Have you exhausted the growth opportunities within your existing market? If so, it could be time to consider adjusting your strategy to identify additional revenue streams. One way of doing this is through diversification away from current markets, products, services, or by reimagining how you sell.
But take care, as moving away from your core business may involve its own perils, including being distracted from the core business itself.
Adopt new business models
How each business generates revenue will vary, but chances are you can find at least one way to switch up your business model.
Consider utilising one (or more) of the following strategies to enhance how your product or service reaches its target market:
Growing through resellers
Finding resellers to buy your product and sell it to their end users is an effective way to facilitate a business model transformation. It can help you reach more customers across a diverse range of demographics, depending on who your ideal customer is, and what product or service you’re offering.
Online trading platforms and marketplaces are popular ways to get your products and services in front of a larger audience. They typically charge a fee (usually a percentage of the sale price) on transactions. Benefits of utilising online marketplaces include low set-up costs, simplified product listings, and access to payment processing tools. More importantly, listing in online marketplaces helps you reach a wider range of customers, as well as giving you the chance to receive feedback on your products or services.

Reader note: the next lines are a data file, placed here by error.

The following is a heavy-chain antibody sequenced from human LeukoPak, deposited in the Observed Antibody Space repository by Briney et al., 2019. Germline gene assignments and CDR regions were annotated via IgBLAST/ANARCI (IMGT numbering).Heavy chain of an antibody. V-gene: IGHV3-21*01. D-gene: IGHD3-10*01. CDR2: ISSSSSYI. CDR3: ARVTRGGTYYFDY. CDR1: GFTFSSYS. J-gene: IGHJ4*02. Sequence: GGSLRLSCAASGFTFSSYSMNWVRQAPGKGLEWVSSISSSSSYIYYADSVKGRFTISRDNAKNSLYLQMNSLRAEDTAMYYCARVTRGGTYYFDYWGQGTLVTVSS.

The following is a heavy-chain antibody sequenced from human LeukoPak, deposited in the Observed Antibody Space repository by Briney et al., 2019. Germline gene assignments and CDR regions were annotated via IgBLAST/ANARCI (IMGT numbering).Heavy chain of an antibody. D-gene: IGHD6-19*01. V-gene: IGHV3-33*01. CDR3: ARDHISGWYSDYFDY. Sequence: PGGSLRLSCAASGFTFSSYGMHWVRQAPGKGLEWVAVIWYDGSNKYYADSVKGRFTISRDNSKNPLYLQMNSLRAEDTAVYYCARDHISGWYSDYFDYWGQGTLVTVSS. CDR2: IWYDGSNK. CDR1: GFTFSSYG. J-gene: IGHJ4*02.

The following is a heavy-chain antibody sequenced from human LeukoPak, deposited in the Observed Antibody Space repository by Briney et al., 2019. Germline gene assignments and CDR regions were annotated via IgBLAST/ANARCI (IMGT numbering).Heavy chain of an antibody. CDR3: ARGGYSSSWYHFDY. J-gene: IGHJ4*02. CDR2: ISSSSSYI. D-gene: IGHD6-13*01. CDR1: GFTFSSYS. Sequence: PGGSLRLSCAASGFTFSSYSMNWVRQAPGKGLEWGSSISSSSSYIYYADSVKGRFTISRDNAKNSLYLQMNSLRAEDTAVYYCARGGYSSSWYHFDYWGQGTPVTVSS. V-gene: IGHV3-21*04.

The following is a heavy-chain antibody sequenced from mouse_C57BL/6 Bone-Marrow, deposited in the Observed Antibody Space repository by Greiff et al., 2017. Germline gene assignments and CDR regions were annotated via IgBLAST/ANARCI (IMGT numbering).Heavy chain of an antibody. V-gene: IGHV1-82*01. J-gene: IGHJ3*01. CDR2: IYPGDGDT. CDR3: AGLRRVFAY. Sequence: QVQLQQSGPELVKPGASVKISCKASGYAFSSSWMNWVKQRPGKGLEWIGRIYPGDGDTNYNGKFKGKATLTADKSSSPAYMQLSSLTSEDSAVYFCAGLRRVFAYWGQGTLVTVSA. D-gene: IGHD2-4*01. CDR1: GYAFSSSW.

This is becoming an effective way for professional service firms to diversify their revenue, moving away from charging hourly or yearly, and charging monthly instead. For example, accountants can estimate their yearly invoice and then suggest paying a monthly, fixed-fee instead. Without any hidden surprises, customers are happier, and the accountant can rely on fixed revenue spread throughout the year, rather than lump sums towards the end of it.
Licensing and royalty models
Licensing or royalty models involve selling all or part of your intellectual property (patent, copyright, or trademark), to a third party responsible for commercialising it. As the licensor, you receive a royalty as compensation for allowing them to use your intellectual property. This is an effective way for you to earn revenue without attracting any distribution, marketing or production costs.
Digital advertising models
If you’re looking to generate revenue from your existing online traffic and have a substantial following on your social media channels, you can sell advertising space. Online media websites and social media pages often use this approach, tapping into the power of content marketing by providing value to audiences. This results in building a loyal following over time, while generating income by developing partnerships with other businesses in your niche to sell digital advertising.
Pre-paid service models
This model involves customers paying in advance, typically with a set time or usage limit. Customers freely use the product or service within the limits, and you benefit from upfront payments and predictable revenue. Examples of the pre-paid service model include insurance premiums, or software-as-a-service (SaaS) products.
It’s important to consider that not every model will work for every business. Therefore, you should carefully assess your business goals, your target market, and learn what makes your customers tick.
Consider new selling methods